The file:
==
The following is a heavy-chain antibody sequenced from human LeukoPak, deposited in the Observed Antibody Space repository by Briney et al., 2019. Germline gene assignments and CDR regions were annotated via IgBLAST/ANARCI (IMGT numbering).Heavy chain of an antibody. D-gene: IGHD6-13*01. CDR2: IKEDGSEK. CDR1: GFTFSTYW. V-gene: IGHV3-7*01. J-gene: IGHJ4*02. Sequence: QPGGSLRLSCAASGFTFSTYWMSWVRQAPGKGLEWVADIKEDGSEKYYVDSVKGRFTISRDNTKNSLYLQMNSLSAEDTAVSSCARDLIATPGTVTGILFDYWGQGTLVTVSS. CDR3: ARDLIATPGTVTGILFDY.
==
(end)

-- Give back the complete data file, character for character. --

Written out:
The following is a heavy-chain antibody sequenced from human LeukoPak, deposited in the Observed Antibody Space repository by Briney et al., 2019. Germline gene assignments and CDR regions were annotated via IgBLAST/ANARCI (IMGT numbering).Heavy chain of an antibody. D-gene: IGHD6-13*01. CDR2: IKEDGSEK. CDR1: GFTFSTYW. V-gene: IGHV3-7*01. J-gene: IGHJ4*02. Sequence: QPGGSLRLSCAASGFTFSTYWMSWVRQAPGKGLEWVADIKEDGSEKYYVDSVKGRFTISRDNTKNSLYLQMNSLSAEDTAVSSCARDLIATPGTVTGILFDYWGQGTLVTVSS. CDR3: ARDLIATPGTVTGILFDY.